The Scriptures are full of doxological affirmations. Singing of God’s love simply and repetitively reminds me his love is high (Ps. 108:4) and wide and deep (Eph. 3:18). His mercy stretches from east to west (Ps. 103:12). His understanding none can fathom (Isa. 40:28). God invites us beyond our words into a place of humble worship. Here is the beginning of wisdom, of rigorous compassion for ourselves, our neighbors, and our enemies. Here is our greatest delight. This triune God—Father, Son, and Spirit—is worthy of all our affections. Every fiber of our being is built for worship. Theology is a signpost that aims us toward him, to the place where he dwells in mystery and power and mercy. And music can sometimes further direct us along the journey toward those wilder places beyond understanding, beyond words, and into the glory of God’s presence. 

This is the invitation of the Trinity. As C. S. Lewis famously said in The Last Battle, “I have come home at last! This is my real country! I belong here. This is the land I have been looking for all my life, though I never knew it till now. . . . Come further up, come further in!”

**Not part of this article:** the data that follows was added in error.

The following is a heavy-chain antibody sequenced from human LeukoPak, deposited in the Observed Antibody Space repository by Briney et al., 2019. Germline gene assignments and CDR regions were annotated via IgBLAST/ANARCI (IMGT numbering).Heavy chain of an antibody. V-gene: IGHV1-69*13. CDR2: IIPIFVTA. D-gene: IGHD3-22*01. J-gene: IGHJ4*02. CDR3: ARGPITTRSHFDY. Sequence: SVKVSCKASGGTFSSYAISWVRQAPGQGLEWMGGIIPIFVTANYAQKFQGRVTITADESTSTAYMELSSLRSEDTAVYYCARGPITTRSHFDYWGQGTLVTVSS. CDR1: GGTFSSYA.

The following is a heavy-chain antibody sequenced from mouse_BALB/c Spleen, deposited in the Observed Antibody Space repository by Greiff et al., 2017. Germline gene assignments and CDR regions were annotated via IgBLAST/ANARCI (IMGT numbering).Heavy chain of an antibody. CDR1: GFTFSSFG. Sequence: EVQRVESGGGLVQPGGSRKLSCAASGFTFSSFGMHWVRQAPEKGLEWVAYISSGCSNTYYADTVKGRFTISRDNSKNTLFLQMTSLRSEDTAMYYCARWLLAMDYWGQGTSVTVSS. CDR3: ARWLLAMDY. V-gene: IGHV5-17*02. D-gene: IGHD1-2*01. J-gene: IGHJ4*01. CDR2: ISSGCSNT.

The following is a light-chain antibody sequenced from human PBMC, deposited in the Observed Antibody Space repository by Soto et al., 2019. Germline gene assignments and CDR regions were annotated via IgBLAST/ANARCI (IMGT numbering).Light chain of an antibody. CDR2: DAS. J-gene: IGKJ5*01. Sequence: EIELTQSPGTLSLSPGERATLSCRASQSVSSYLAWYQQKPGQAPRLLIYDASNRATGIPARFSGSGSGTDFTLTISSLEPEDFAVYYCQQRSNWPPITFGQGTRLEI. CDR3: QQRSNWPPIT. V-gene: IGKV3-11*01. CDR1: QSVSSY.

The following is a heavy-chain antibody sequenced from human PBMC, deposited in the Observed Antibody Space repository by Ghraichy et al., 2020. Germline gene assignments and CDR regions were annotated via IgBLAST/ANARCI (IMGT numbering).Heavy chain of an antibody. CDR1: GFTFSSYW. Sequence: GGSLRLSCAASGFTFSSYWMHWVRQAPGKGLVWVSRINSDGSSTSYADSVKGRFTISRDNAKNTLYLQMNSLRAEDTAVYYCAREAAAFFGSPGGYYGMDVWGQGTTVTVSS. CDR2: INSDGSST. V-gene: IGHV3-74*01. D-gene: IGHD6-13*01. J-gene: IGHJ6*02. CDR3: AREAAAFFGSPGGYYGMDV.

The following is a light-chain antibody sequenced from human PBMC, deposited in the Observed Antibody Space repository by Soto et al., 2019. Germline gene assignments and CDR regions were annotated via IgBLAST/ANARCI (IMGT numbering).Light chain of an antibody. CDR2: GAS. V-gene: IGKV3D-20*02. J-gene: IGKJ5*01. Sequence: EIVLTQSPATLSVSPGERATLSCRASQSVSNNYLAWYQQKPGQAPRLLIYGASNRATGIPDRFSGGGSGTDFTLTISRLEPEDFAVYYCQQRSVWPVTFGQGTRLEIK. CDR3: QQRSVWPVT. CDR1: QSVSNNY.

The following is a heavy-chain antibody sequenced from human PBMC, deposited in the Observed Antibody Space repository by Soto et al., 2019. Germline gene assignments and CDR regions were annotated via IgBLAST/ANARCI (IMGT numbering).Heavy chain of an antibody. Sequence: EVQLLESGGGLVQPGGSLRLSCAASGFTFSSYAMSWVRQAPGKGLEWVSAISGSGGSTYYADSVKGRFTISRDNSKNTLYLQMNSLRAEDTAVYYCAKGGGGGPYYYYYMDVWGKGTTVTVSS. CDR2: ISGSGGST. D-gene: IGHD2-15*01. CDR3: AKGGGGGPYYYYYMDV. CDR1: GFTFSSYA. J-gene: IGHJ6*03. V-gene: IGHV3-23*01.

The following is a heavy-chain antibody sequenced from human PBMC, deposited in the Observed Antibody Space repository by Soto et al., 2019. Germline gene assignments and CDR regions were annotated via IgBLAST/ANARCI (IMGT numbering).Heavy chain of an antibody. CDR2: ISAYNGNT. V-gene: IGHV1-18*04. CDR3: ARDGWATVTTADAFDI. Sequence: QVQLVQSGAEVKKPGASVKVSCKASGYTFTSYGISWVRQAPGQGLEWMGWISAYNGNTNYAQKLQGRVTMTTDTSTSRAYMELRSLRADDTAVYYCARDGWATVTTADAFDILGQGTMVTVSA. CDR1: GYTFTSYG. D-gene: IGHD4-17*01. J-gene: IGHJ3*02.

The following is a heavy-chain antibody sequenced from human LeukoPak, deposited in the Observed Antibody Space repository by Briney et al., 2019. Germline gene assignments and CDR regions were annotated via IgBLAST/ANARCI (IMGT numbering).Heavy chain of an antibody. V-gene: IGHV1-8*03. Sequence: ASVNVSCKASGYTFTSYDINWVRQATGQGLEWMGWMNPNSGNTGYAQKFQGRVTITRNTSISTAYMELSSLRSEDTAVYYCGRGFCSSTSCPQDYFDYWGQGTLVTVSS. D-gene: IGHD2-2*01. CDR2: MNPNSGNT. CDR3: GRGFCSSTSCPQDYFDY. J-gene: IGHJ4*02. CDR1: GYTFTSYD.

You set the Lord’s Prayer and the doxology in Jude 23–24 to memorable melodies. What do we gain—both individually and corporately—in singing prayers?

In “The Lord’s Prayer” and “Doxology,” as in “Trinity Song,” I’m applying the same technique of “less is more.” Using fewer words in proportion to the music, I hope to help us to grasp a more substantial experience of worship. Not to increase cerebral knowledge, necessarily—though it may also do that—but to gain more understanding in terms of absorption. I want to help us absorb and receive the love of God into our hearts and minds and wills. With the pace and saturation level of our daily lives, it takes repetition to reach in and re-align our affections.